Social science as a type of inquiry has changed how millions of people live. Its findings make factories, offices, and farms more efficient. Social science aids in the development, implementation, and evaluation of a wide range of business, campaign, diplomatic and military strategies. Social science has transformed how social and health-related services are delivered around the world. Today, more social scientists are using more advanced methods and instruments to study more topics than ever before – and more individuals and public and private sector entities are using social science’s information and insights to improve quality of life for many diverse populations.
Given recent trends, and the current status of social science, one would think that its future as a practice of inquiry and as a generator of significant social value is very bright. However, dark clouds loom. In the last twenty years, changes in technology and society have affected the kinds of information that people value. Some of these forces have altered the kinds of content for which individuals and organizations in the private and public sectors are willing to pay. Other forces have led people to raise new questions the veracity of scientific claims. These forces are altering relationships between social science and society.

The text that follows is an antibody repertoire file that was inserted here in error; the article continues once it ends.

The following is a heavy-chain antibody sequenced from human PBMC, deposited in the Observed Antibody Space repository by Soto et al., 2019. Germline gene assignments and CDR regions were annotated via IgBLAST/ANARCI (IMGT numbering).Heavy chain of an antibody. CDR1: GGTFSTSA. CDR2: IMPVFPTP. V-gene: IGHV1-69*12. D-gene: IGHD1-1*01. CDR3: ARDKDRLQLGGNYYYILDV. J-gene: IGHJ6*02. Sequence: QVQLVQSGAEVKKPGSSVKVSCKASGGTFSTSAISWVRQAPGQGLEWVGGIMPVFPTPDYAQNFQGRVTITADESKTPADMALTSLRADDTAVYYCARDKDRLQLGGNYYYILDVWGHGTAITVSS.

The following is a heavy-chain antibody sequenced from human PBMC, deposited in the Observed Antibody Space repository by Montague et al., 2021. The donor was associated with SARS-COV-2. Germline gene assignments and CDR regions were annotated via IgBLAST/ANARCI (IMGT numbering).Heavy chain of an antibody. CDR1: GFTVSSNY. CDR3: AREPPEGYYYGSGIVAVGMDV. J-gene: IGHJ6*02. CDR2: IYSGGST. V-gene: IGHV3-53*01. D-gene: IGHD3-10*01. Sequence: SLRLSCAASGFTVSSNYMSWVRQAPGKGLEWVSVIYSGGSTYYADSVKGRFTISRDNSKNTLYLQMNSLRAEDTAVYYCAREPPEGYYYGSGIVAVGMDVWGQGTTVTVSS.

These changes have the potential to destabilize many existing scientific institutions and practices. In the United States, for example, prominent members of Congress have questioned whether the National Science Foundation should fund certain types of social scientific research – with a few proposing that the NSF substantially cut or eliminate funding to its social, behavioral, and economic science division. Others ask why the government should support a high-priced bundle of basic and applied social science research when there are increasing numbers of alternative sources of seemingly comparable information – that is, people and organizations who, through interest-group websites, blogs, various social media venues, and the comments attached to the bottom of social science-related newspaper articles, claim to have valid and useful knowledge about the topics that social scientists study.